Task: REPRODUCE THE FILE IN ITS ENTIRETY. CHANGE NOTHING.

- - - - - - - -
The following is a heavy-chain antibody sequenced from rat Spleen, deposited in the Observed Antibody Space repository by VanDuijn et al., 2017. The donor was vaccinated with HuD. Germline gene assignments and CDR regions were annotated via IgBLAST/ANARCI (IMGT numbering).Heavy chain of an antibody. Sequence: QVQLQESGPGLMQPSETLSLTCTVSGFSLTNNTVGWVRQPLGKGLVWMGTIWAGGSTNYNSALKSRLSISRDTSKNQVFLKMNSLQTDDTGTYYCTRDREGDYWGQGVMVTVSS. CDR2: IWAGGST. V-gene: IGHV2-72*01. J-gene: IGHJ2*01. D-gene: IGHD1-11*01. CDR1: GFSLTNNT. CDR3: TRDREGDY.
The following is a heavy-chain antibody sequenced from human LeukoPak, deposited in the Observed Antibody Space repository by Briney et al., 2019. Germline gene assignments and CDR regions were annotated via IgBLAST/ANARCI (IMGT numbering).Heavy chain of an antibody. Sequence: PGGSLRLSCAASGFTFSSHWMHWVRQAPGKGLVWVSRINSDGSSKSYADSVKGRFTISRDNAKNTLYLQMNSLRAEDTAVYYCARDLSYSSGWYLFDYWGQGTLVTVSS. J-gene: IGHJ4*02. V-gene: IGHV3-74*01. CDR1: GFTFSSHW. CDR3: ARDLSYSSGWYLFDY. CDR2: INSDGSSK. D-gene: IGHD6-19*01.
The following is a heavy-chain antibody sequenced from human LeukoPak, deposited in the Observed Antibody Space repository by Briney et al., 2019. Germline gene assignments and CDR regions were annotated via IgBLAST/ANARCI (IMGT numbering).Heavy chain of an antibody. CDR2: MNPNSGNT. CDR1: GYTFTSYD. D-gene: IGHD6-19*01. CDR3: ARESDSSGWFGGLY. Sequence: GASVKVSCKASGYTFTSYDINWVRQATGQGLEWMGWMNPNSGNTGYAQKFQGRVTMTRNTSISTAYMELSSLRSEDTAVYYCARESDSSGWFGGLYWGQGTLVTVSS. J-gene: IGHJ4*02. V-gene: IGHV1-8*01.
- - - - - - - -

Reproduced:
The following is a heavy-chain antibody sequenced from rat Spleen, deposited in the Observed Antibody Space repository by VanDuijn et al., 2017. The donor was vaccinated with HuD. Germline gene assignments and CDR regions were annotated via IgBLAST/ANARCI (IMGT numbering).Heavy chain of an antibody. Sequence: QVQLQESGPGLMQPSETLSLTCTVSGFSLTNNTVGWVRQPLGKGLVWMGTIWAGGSTNYNSALKSRLSISRDTSKNQVFLKMNSLQTDDTGTYYCTRDREGDYWGQGVMVTVSS. CDR2: IWAGGST. V-gene: IGHV2-72*01. J-gene: IGHJ2*01. D-gene: IGHD1-11*01. CDR1: GFSLTNNT. CDR3: TRDREGDY.
The following is a heavy-chain antibody sequenced from human LeukoPak, deposited in the Observed Antibody Space repository by Briney et al., 2019. Germline gene assignments and CDR regions were annotated via IgBLAST/ANARCI (IMGT numbering).Heavy chain of an antibody. Sequence: PGGSLRLSCAASGFTFSSHWMHWVRQAPGKGLVWVSRINSDGSSKSYADSVKGRFTISRDNAKNTLYLQMNSLRAEDTAVYYCARDLSYSSGWYLFDYWGQGTLVTVSS. J-gene: IGHJ4*02. V-gene: IGHV3-74*01. CDR1: GFTFSSHW. CDR3: ARDLSYSSGWYLFDY. CDR2: INSDGSSK. D-gene: IGHD6-19*01.
The following is a heavy-chain antibody sequenced from human LeukoPak, deposited in the Observed Antibody Space repository by Briney et al., 2019. Germline gene assignments and CDR regions were annotated via IgBLAST/ANARCI (IMGT numbering).Heavy chain of an antibody. CDR2: MNPNSGNT. CDR1: GYTFTSYD. D-gene: IGHD6-19*01. CDR3: ARESDSSGWFGGLY. Sequence: GASVKVSCKASGYTFTSYDINWVRQATGQGLEWMGWMNPNSGNTGYAQKFQGRVTMTRNTSISTAYMELSSLRSEDTAVYYCARESDSSGWFGGLYWGQGTLVTVSS. J-gene: IGHJ4*02. V-gene: IGHV1-8*01.